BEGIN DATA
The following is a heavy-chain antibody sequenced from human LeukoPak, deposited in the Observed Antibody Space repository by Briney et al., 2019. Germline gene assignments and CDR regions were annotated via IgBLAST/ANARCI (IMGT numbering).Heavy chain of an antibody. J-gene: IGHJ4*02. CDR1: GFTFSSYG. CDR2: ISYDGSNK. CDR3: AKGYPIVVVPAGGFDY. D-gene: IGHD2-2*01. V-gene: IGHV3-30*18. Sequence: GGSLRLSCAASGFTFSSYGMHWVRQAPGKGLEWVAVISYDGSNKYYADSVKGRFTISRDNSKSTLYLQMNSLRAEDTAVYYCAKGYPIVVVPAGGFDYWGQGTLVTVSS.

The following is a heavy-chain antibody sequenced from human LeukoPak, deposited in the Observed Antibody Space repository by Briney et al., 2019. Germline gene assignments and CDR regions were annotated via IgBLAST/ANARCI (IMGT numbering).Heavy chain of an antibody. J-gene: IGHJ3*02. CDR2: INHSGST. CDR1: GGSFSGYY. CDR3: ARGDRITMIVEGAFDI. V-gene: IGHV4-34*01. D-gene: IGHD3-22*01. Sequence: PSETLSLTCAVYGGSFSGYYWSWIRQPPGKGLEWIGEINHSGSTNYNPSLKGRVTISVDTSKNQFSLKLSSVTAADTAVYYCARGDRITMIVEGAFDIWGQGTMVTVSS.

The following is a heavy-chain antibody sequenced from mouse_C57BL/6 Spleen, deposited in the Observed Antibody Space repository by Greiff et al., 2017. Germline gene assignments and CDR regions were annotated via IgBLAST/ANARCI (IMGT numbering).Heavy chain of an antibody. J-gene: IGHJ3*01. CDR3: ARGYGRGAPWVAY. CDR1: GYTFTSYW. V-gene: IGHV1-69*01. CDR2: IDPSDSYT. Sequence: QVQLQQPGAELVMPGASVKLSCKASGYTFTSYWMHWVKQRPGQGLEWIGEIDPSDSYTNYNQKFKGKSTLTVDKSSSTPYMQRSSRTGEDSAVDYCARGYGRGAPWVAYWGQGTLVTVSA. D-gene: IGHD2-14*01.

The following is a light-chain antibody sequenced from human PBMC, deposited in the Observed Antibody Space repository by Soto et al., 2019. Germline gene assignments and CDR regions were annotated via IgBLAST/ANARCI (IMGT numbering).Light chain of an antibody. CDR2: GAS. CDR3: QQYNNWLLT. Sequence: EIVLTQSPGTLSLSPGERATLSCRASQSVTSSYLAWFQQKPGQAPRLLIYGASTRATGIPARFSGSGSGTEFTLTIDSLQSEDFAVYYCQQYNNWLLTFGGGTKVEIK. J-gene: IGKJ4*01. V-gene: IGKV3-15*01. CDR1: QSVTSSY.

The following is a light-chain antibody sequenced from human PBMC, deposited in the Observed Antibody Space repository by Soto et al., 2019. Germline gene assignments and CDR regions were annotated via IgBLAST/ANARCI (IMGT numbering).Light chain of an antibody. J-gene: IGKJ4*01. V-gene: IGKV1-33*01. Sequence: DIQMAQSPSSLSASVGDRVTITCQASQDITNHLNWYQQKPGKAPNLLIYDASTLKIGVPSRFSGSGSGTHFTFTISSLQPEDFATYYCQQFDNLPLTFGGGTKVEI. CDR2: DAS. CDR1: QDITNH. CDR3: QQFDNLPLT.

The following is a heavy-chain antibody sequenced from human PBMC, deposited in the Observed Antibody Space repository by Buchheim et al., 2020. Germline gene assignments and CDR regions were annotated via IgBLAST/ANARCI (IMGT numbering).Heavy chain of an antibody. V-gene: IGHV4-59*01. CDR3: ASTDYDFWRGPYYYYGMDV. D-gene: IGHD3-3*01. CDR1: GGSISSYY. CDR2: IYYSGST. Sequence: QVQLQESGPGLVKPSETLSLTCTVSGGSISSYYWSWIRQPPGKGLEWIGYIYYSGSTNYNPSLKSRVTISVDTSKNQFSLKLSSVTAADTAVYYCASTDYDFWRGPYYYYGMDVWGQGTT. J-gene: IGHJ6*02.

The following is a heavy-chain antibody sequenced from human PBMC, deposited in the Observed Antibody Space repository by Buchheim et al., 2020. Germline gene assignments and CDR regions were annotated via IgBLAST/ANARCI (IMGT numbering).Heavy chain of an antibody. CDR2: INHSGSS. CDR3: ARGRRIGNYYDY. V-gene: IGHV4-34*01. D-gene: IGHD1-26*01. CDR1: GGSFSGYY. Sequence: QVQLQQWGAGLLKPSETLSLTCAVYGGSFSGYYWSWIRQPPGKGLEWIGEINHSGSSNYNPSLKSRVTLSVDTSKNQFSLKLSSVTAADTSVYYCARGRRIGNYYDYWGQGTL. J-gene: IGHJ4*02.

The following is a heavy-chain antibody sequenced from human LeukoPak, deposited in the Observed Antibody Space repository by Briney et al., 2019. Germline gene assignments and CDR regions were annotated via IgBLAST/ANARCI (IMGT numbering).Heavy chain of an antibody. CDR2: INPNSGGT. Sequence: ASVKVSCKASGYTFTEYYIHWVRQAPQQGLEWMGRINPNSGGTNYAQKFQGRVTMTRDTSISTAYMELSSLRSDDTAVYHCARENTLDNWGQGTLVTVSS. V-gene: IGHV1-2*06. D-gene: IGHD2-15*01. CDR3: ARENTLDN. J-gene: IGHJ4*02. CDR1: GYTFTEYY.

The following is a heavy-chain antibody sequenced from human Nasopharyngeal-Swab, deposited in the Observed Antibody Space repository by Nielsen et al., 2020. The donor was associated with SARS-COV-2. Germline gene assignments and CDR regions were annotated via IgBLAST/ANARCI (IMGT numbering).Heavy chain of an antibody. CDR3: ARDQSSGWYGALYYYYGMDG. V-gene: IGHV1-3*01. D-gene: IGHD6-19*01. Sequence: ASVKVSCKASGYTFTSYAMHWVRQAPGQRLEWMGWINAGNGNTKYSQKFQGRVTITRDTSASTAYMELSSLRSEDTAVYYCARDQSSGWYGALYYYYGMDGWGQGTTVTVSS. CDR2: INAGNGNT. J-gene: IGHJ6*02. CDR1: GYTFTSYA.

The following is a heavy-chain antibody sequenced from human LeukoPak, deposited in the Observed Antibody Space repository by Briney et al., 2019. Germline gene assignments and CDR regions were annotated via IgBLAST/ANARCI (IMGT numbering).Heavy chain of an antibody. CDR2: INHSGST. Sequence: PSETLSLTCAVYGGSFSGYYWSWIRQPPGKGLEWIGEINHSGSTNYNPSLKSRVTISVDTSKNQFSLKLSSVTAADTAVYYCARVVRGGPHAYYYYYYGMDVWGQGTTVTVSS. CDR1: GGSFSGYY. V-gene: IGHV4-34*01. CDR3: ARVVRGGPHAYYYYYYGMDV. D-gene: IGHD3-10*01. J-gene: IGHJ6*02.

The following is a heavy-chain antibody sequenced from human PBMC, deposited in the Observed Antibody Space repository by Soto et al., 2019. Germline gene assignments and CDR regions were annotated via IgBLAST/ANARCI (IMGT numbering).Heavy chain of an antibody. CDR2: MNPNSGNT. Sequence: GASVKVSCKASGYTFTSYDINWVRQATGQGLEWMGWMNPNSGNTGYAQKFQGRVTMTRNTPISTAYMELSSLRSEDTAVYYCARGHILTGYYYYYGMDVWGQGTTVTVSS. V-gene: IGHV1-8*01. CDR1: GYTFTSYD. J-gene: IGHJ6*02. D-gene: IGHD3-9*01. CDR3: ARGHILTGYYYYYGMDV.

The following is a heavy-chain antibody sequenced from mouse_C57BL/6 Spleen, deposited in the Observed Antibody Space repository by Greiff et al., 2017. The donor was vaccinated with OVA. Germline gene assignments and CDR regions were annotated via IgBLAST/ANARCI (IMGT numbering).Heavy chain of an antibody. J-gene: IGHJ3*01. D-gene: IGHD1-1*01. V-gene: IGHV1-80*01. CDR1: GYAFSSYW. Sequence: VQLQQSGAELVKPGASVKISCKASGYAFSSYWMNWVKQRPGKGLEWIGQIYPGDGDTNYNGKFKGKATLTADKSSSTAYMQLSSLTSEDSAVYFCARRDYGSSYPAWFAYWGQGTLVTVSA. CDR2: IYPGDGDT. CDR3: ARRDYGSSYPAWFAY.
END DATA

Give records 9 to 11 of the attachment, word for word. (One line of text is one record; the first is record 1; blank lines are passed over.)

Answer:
The following is a heavy-chain antibody sequenced from human Nasopharyngeal-Swab, deposited in the Observed Antibody Space repository by Nielsen et al., 2020. The donor was associated with SARS-COV-2. Germline gene assignments and CDR regions were annotated via IgBLAST/ANARCI (IMGT numbering).Heavy chain of an antibody. CDR3: ARDQSSGWYGALYYYYGMDG. V-gene: IGHV1-3*01. D-gene: IGHD6-19*01. Sequence: ASVKVSCKASGYTFTSYAMHWVRQAPGQRLEWMGWINAGNGNTKYSQKFQGRVTITRDTSASTAYMELSSLRSEDTAVYYCARDQSSGWYGALYYYYGMDGWGQGTTVTVSS. CDR2: INAGNGNT. J-gene: IGHJ6*02. CDR1: GYTFTSYA.

The following is a heavy-chain antibody sequenced from human LeukoPak, deposited in the Observed Antibody Space repository by Briney et al., 2019. Germline gene assignments and CDR regions were annotated via IgBLAST/ANARCI (IMGT numbering).Heavy chain of an antibody. CDR2: INHSGST. Sequence: PSETLSLTCAVYGGSFSGYYWSWIRQPPGKGLEWIGEINHSGSTNYNPSLKSRVTISVDTSKNQFSLKLSSVTAADTAVYYCARVVRGGPHAYYYYYYGMDVWGQGTTVTVSS. CDR1: GGSFSGYY. V-gene: IGHV4-34*01. CDR3: ARVVRGGPHAYYYYYYGMDV. D-gene: IGHD3-10*01. J-gene: IGHJ6*02.

The following is a heavy-chain antibody sequenced from human PBMC, deposited in the Observed Antibody Space repository by Soto et al., 2019. Germline gene assignments and CDR regions were annotated via IgBLAST/ANARCI (IMGT numbering).Heavy chain of an antibody. CDR2: MNPNSGNT. Sequence: GASVKVSCKASGYTFTSYDINWVRQATGQGLEWMGWMNPNSGNTGYAQKFQGRVTMTRNTPISTAYMELSSLRSEDTAVYYCARGHILTGYYYYYGMDVWGQGTTVTVSS. V-gene: IGHV1-8*01. CDR1: GYTFTSYD. J-gene: IGHJ6*02. D-gene: IGHD3-9*01. CDR3: ARGHILTGYYYYYGMDV.